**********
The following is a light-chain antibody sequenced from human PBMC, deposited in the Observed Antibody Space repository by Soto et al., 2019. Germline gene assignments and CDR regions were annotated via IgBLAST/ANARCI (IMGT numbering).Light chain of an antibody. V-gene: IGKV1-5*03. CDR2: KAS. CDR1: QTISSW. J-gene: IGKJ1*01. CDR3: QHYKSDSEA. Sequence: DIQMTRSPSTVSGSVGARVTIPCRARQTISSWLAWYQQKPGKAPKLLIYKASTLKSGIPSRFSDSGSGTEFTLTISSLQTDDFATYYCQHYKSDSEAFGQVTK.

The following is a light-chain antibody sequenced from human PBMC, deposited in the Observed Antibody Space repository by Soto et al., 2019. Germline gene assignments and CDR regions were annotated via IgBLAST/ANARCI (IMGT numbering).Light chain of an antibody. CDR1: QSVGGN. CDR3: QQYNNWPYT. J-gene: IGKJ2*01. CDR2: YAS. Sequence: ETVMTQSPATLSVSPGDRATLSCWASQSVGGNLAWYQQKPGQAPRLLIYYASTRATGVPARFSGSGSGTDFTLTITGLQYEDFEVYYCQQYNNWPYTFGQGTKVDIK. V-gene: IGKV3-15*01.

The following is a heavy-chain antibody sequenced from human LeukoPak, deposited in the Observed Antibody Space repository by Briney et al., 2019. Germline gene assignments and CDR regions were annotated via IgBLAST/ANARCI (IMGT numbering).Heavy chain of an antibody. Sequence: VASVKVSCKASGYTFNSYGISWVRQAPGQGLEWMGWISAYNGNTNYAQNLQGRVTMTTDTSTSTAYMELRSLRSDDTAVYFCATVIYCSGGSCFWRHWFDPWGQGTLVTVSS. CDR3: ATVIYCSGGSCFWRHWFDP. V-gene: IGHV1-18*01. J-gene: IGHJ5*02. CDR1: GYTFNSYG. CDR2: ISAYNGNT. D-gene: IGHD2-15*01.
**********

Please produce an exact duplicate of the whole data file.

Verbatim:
The following is a light-chain antibody sequenced from human PBMC, deposited in the Observed Antibody Space repository by Soto et al., 2019. Germline gene assignments and CDR regions were annotated via IgBLAST/ANARCI (IMGT numbering).Light chain of an antibody. V-gene: IGKV1-5*03. CDR2: KAS. CDR1: QTISSW. J-gene: IGKJ1*01. CDR3: QHYKSDSEA. Sequence: DIQMTRSPSTVSGSVGARVTIPCRARQTISSWLAWYQQKPGKAPKLLIYKASTLKSGIPSRFSDSGSGTEFTLTISSLQTDDFATYYCQHYKSDSEAFGQVTK.

The following is a light-chain antibody sequenced from human PBMC, deposited in the Observed Antibody Space repository by Soto et al., 2019. Germline gene assignments and CDR regions were annotated via IgBLAST/ANARCI (IMGT numbering).Light chain of an antibody. CDR1: QSVGGN. CDR3: QQYNNWPYT. J-gene: IGKJ2*01. CDR2: YAS. Sequence: ETVMTQSPATLSVSPGDRATLSCWASQSVGGNLAWYQQKPGQAPRLLIYYASTRATGVPARFSGSGSGTDFTLTITGLQYEDFEVYYCQQYNNWPYTFGQGTKVDIK. V-gene: IGKV3-15*01.

The following is a heavy-chain antibody sequenced from human LeukoPak, deposited in the Observed Antibody Space repository by Briney et al., 2019. Germline gene assignments and CDR regions were annotated via IgBLAST/ANARCI (IMGT numbering).Heavy chain of an antibody. Sequence: VASVKVSCKASGYTFNSYGISWVRQAPGQGLEWMGWISAYNGNTNYAQNLQGRVTMTTDTSTSTAYMELRSLRSDDTAVYFCATVIYCSGGSCFWRHWFDPWGQGTLVTVSS. CDR3: ATVIYCSGGSCFWRHWFDP. V-gene: IGHV1-18*01. J-gene: IGHJ5*02. CDR1: GYTFNSYG. CDR2: ISAYNGNT. D-gene: IGHD2-15*01.